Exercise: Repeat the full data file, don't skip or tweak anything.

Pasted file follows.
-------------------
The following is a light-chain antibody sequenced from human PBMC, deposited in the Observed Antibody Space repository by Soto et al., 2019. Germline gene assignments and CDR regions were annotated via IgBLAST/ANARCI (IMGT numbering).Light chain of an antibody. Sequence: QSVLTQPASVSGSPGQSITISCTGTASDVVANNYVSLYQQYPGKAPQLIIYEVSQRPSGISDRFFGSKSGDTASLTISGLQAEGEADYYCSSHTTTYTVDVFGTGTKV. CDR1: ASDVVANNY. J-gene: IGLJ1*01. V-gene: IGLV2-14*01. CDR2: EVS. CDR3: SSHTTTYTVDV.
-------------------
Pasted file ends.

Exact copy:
The following is a light-chain antibody sequenced from human PBMC, deposited in the Observed Antibody Space repository by Soto et al., 2019. Germline gene assignments and CDR regions were annotated via IgBLAST/ANARCI (IMGT numbering).Light chain of an antibody. Sequence: QSVLTQPASVSGSPGQSITISCTGTASDVVANNYVSLYQQYPGKAPQLIIYEVSQRPSGISDRFFGSKSGDTASLTISGLQAEGEADYYCSSHTTTYTVDVFGTGTKV. CDR1: ASDVVANNY. J-gene: IGLJ1*01. V-gene: IGLV2-14*01. CDR2: EVS. CDR3: SSHTTTYTVDV.